28th April 2018
England recently introduced a sugar tax, making it more expensive to buy food and drink that contains sugar. We are mainly talking about soft drinks here, such as Coke and Irn Bru and concentrated orange juice and suchlike. Many people celebrated this as a great step forward in tackling obesity. Including many people that I like, and get on with, and agree with on most things.
Not, on this however. Firstly, on principle, I do not like the idea of using the state machinery of law making, banning, taxing and suchlike to enforce social controls. It is an attack on personal liberty and represents an unpleasant form of the nanny state. Where does it end?
Don’t climb mountains because you might fall and hurt yourself. Don’t swim in the sea, you may drown. Only state approved ‘healthy’ activities are to be allowed. Hmmmm. No thanks. I would rather make my own choices thanks very much.
Aside from this, you must be absolutely one hundred per cent certain that if you are going to use lumbering, soul destroying, personal freedom crushing, state machinery, that you are going to do a lot more good than harm. Indeed, you should do no harm at all.
Especially when it comes to dietary interventions, which will affect every single person in the country. As readers of this blog know, the dietary guidelines introduced in the US and UK in the late 1970s, early 1980s have almost certainly been the main driving force behind the modern epidemics of both obesity and diabetes. Eat less fat and more carbohydrates was the cry. Yes, and look what happened.
These guidelines were not turned into laws and taxes, in most countries, but Denmark did go as far as introducing a fat tax, in 2011. Luckily, they dropped it fairly rapidly. The Netherlands too have considered it, and it may happen:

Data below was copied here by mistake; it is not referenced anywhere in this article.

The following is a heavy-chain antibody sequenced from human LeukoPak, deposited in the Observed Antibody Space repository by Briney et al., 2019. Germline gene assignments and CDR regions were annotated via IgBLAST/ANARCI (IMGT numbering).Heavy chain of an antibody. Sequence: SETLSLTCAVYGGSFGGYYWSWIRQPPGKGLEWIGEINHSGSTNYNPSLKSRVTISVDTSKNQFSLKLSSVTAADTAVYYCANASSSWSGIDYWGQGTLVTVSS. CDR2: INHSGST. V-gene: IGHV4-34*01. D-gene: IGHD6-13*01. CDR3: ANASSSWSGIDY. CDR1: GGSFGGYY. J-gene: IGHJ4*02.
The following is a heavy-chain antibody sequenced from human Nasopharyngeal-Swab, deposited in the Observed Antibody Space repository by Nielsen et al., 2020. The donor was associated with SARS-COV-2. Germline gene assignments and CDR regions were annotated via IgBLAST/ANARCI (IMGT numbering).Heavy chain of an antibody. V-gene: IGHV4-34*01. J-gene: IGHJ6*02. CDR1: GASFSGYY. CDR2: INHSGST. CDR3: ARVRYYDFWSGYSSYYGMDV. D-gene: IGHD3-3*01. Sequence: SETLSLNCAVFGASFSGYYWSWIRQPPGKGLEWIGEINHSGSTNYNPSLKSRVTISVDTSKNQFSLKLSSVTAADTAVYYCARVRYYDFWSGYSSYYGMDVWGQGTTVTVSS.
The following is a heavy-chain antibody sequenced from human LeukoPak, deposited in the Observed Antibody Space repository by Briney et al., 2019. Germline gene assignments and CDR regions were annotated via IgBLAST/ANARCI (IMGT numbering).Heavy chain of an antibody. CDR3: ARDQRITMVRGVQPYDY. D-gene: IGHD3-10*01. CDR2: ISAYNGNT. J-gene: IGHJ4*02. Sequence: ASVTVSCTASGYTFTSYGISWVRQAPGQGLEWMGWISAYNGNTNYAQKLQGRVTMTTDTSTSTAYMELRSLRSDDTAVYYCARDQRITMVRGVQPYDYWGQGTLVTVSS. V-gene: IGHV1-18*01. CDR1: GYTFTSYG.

‘Although the Netherlands has refrained from introducing a “fat tax”, support for such a tax is gaining momentum in several EU member states, thus raising the question whether the EU should consider stepping in so as to adopt an EU-wide “fat tax” scheme that is to be applied in all EU member states.’ 1
Things have gone a bit quiet on this front. Although it was interesting if we had both a fat tax and a sugar tax. Sugar is just the simplest form of carbohydrate, so you could argue we may shortly have both fat and carbohydrate taxes. What would that leave us to eat? Protein.
If I have seen one macronutrient that can cause major health issues, if eaten to excess, it is protein.
‘Protein poisoning (also referred to colloquially as rabbit starvation, mal de caribou, or fat starvation) is a rare form of acute malnutrition thought to be caused by a complete absence of fat in the diet.
Excess protein is sometimes cited as the cause of this issue; when meat and fat are consumed in the correct ratio, such as that found in pemmican (which is 50% fat by volume), the diet is considered nutritionally complete and can support humans for months or more.